“This means that patients in both metropolitan and rural regions can now have access to a wide range of psychologists specialising in a field that best suits their requirements.”
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How a single app cut the load on Catholic Healthcare's call centre

By Justin Hendry on Jan 23, 2018 12:00AM

Using OAuth to do without login credentials.

A Samsung tablet equipped with the OAuth authorisation protocol has drastically reduced the volume of calls to Catholic Healthcare's call centres and handed control back to its elderly clients.
Since this time last year the not-for-profit aged care and retirement provider has been giving tablets running the Breezie aged care interface to its home care customers.
The not-for-profit operates 51 residential aged care and retirement living communities, but a growing number of its clients choose to remain in their own home.
These clients rely on regular visits made by Catholic Healthcare's carers, but previously visibility for these customers into when - and who - would be making these visits was limited.
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Citadel Group reveals IT and cloud wins with Victorian Health, Melbourne City Council, Queensland transport and others over six months

ASX-listed Citadel Group has secured a slew of contract wins over the past six months including new government deals and 17,000 new cloud services customers.
In a letter to investors, the managed services provider gave an update on some $62 million worth new contracts and renewals signed since mid-2017. Among the successes it highlighted are a multi-site pathology laboratory information system for Victoria, enterprise collaboration provisioning for Melbourne City Council and a transport deal with the Queensland government.
The company’s Victorian pathology laboratory information system deployment was completed recently, with care providers Austin Health, Peter MacCallum Hospital and Melbourne Health all now live on Citadels lab information system, called Evolution, as of 20 January. The company also signed Eastern Health in Victoria onto the Evolution system in a $1.7 million-per-year contract until 2023.
“Together, over 4000 staff across Australia are now using our LIS solutions and we hope to be able to back up these successes with further roll-outs across Victoria, New South Wales and South Australia as opportunities arise,” Citadel chief executive Darren Stanley said.
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M3DICINE's Stethee stethoscope adds connected analytics, ditches the tubes

January 25, 2018
Brisbane, Australia-based M3DICINE is the latest device maker looking to distance physicians from their signature rubber-tubed stethoscopes. Today, the company announced the launch of Stethee, a wireless, artificial intelligence-boosted stethoscope that pairs with an iOS or Android app to quickly capture and analyze heart and lung data.
“This most iconic and enduring symbol of healthcare is now reinvented, into an intelligent and sophisticated medical device — a powerful diagnostic assistant that becomes more intelligent the more it is used,” Dr. Nayyar Hussain, founder and CEO of M3DICINE, said in a statement. “The complementary Stethee Apps bring the power of machine learning and deep neural networks to health professionals worldwide who can use this data not only to monitor the progress and health of individual patients, but collectively to uncover new patterns and trends to help in the fight against heart and lung disease globally.”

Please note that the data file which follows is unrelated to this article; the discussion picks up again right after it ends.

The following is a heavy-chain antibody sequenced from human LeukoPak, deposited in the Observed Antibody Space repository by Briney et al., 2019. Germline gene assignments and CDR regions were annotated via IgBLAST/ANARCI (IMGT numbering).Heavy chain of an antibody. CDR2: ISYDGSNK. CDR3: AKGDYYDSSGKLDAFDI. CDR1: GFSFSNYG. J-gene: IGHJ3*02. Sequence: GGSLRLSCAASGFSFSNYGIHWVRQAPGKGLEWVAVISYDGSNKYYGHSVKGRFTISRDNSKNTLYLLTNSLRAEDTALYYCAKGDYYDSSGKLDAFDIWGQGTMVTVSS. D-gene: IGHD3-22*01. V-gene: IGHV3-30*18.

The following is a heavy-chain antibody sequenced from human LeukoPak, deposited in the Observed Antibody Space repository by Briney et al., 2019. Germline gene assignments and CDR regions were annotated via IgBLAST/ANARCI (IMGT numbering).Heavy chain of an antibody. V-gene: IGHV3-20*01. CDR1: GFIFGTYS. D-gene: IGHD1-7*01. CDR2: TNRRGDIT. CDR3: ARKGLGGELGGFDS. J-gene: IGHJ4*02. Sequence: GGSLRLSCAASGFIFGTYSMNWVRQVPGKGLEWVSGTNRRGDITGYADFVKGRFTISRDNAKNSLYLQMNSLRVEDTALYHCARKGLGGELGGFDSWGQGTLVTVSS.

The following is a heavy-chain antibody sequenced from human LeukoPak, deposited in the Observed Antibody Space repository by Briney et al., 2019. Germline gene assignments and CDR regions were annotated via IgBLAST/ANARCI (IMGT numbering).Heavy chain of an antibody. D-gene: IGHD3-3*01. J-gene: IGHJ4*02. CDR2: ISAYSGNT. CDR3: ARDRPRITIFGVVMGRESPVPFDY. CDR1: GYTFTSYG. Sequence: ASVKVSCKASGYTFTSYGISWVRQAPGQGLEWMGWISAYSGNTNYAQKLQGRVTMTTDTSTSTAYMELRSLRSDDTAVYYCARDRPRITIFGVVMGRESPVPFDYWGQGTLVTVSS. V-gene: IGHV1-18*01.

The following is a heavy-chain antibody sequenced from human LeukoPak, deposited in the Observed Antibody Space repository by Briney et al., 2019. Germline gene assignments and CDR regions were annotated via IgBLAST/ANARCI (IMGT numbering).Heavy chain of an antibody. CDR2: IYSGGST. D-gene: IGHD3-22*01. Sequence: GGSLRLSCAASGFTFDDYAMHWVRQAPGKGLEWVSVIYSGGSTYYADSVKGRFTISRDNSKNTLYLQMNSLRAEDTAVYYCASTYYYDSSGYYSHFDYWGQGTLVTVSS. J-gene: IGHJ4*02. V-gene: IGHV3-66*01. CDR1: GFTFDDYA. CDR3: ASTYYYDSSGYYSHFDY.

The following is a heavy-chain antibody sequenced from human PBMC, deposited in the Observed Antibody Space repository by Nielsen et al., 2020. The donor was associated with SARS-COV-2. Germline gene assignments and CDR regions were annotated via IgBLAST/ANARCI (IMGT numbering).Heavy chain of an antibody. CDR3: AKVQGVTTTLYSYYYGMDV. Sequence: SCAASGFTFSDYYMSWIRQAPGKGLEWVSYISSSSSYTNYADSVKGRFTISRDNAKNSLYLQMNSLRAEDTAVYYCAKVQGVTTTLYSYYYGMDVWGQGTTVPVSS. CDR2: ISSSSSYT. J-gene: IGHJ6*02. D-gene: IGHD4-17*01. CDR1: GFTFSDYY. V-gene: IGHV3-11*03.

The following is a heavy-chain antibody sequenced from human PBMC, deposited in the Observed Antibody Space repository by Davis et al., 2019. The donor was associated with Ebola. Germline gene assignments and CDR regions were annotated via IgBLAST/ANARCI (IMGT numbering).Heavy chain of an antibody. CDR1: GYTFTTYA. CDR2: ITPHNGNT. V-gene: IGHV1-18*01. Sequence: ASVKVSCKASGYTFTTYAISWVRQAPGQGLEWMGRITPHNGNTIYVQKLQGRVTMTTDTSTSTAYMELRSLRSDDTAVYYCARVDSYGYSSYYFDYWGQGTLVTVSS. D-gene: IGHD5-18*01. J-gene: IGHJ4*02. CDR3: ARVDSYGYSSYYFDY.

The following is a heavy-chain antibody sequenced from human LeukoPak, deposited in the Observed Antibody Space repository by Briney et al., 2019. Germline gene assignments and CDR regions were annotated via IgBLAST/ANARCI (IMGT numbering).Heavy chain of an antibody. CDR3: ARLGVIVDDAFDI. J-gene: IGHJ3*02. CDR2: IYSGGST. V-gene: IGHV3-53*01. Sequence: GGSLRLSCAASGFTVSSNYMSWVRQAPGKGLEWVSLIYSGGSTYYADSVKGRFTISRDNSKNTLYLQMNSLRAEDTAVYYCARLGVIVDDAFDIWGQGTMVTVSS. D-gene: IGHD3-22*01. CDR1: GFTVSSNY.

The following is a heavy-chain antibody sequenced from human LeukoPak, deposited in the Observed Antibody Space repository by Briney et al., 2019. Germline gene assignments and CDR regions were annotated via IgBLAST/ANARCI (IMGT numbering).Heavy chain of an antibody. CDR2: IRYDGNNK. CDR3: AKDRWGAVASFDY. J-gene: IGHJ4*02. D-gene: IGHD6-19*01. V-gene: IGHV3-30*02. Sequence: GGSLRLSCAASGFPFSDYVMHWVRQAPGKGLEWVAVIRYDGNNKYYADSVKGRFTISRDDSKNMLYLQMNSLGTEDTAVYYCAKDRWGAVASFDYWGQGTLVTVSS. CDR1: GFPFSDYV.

Stethee, which was cleared by the FDA late last year, filters and amplifies the sounds of a patient’s heart or lungs before sending the audio to a user’s connected headphones via Bluetooth. A copy is also made on the Stethee app, which can display the audio file as a continuous phonocardiograph or calculate heart rate. The device includes a Beat Finder feature to help determine the optimal location for it to be held, and collects the data needed to make its analyses within 20 seconds. 
The platform’s AI engine, named “Aida,” automatically tags geolocation, patient position, and environmental data — such as humidity, temperature, or pollen count — when making its analyses. These data points are encrypted and anonymized, and can be reported back or shared with practitioners as quantitative reports.
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EPAS Senior Business Analyst, Reporting (Multiple Vacancies)

  • Department for Health and Ageing, eHealth Systems, EPAS Program
  • Indicative Total Remuneration*: $96,599-$102,467 - ASO6 - Full Time / Term Contract (up to 28 December 2018)
Accountable for providing high level analysis, expertise and advice into the identification and organisation of data elements required to facilitate strategic and operational reporting from data captured and managed within EPAS. Identify how reporting requirements can be met; from existing or modified standard EPAS reports or the specification of new reports that address the needs of SA Health; at the enterprise, corporate health unit and, where appropriate, at the individual level.
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Health records firm badly hit by Windows ransomware

A billion-dollar electronic health records company in Chicago is struggling to recover from an attack of a variant of the SamSam Windows ransomware.
Allscripts was hit on Thursday by an attack through data centres in Raleigh and Charlotte in North Carolina. The company has 180,000 doctors across nearly 45,000 ambulatory facilities, 2500 hospitals and 17,000 post-acute organisations on its client register.